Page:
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November 07, 1952 - Image 4

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Michigan Daily, 1952-11-07

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PAGE FOUR

THE MICHIGAN DAILY

FRIDAY, NOVEMBER 7, 1952

I I

BEHIND THE LINES
0 The Need for a New Coalition
By CAL SAMRA permit a saner approach to the nation's
Daily Editorial Director problems.
4INCE THE ELECTION of Dwight D. Eis- Secondly, it would seem that President-
enhower, the imprecations and vows of elect Eisenhower realizes that McCarthy-
heart-broken Democrats have 'been numer- Taft & Co. do not reflect the sentiments
ous; many, it is reported on good authority, of the majority of the American people.
have been making preparations to depart Accordingly, in his selection of a cabinet
for far-off places, notably Switzerland and and other advisers, he will no doubt lean
the North Pole. heavily on such men of the caliber of
Perhaps some anxiety is warranted, at Morse, Ives, Adams, Hoffman, Dewey,
least when one considers the surprising Warren, Tobey, and Stassen. These men
number of incorrigible rascals who were nominated him; these men will be heard.
swept into Congress by virtue of the Gen- By the nature of his campaign speeches,
eral's popularity. It is now clear that the Eisenhower has also explicitly stated that
right wing' of the GOP-the Taft's, Mc- the advances made under the New and Fair
Carthy's, Jenner's and Capehart's - will Deals will not be abandoned. Though it will
be in control of both houses. be conservative, the General's administra-
With the collaboration of the Southern tion will apparently strive to consolidate,
Democrats, the power of the GOP Right rather than to destroy, these gains.
should be even more effective. If all goes as Finally, whatever one might think of Eis-
these two forces dictate, the 83rd Congress enhower's pre-election promise to go to Ko-
should be the most reactionary Congress in rea, it is undeniable that Ike is profoundly
the history of the nation-to the detriment concerned with securing peace. His methods
of the country's domestic and international are none too clear; but the desire is there.
health. National unity today means a great deal.
On the other hand, there are several glim- It can be attained only if the leadership
}Hers of hope. One of these is the not too of the nation is in the hands of the sen-
improbable formation of a new coalition sible and the independent.
within both legislative bodies-namely, a The burden of responsibility is now on
common front of moderate and liberal Re- President Eisenhower. This writer earnestly
publicans and Democrats. If such a coalition hopes that he will not kowtow to those who
crystallizes, it will outweigh the reactionary might conceivably make a mockery of the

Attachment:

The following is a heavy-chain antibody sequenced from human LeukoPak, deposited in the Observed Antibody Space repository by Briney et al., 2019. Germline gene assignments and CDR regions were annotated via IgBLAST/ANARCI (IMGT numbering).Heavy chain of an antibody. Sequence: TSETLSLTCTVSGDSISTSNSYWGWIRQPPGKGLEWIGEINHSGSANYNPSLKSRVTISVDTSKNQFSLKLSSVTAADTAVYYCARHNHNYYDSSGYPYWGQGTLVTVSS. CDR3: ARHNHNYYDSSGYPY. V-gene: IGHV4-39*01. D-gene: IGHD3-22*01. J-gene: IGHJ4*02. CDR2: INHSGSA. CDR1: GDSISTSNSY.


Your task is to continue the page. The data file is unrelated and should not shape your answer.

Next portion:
elements by force of numbers, and perhaps United States' position of world leadership.
SALUTE TO THE LOSER:
A Letter to Stevenson.
(EDITOR'S NOTE: The following is a letter and organizational framework of the past,
which Prof. James i. Meisel, of the political because there is as yet no other. It is my
science department, despatched to Gov. Adlai
E. Stevenson yesterday.) quiet conviction that you knew this all along
the trail, and also that, in order to combat
Dear Governor Stevenson: the Eisenhower "myth," a counter-myth was
GENERAL EISENHOWER may be the needed, something that cannot be manufac-
" "Man of the Hour," he may even be the tured in as few weeks as you had. Truman
man of the next four or eight years; but I tried to do just that, but he knew only how
would like to express to you my belief that to debunk. You, however, must have known
you will outlive him, not only in the mem- that irrational drives cannot be debunked-
ory of those who love you for saying what you did not have to read Pareto and Sorel to
you have had to say in these past weeks, but learn that. And so you could "talk sense"
also as the voice of our conscience in the only up to a point; and it is beyond that
bitter years to come. The Lippmans will point that a realistic appraisal of our situa-
tell us why you lost out-why you had to tion must begin.
lose. To ponder the reasons for defeat is You could not tell your voters that the
interesting, but it is not really important. age of Caesar has dawned upon the Uni-
What really matters is the answer to the ted States of America, although you told
question: Where do we go from here? them of the things that are Caesar's and
I do not want to join the chorus of of those that are God's. You did not risk
those (there must be many) who, under telling them that they have to fear not
the pretext of giving you their sympathy, so much "reaction" (although that too),
are eager to smother you with advice, but rather a regime of mass manipulators
How can we dare to commiserate you who whose power will be based on the very
must be suffering now so much more masses they are going to exploit-in short,
deeply than we possibly can, since you a regime of "legal fascism" domestically,
gave so much more of yourself than we and, abroad, of "limited isolationism." It
have given. Also, I feel that you do not would be, you must have known, a popu-
need to be comforted since yours is the lar dictatorship, using the very mechanics
long view, the view of calm and serenity. . of the constitutional process to offer to
You do not, therefore, need us; it Is we the pent-up frustrations of a generation
who need you, and I know that you will craving for the "normalcy" of yesterday
not deny us your presence. You will not the triune victims of Corruption, Com-
withdraw from the fight which is so much munism and Korea, and, as an antidote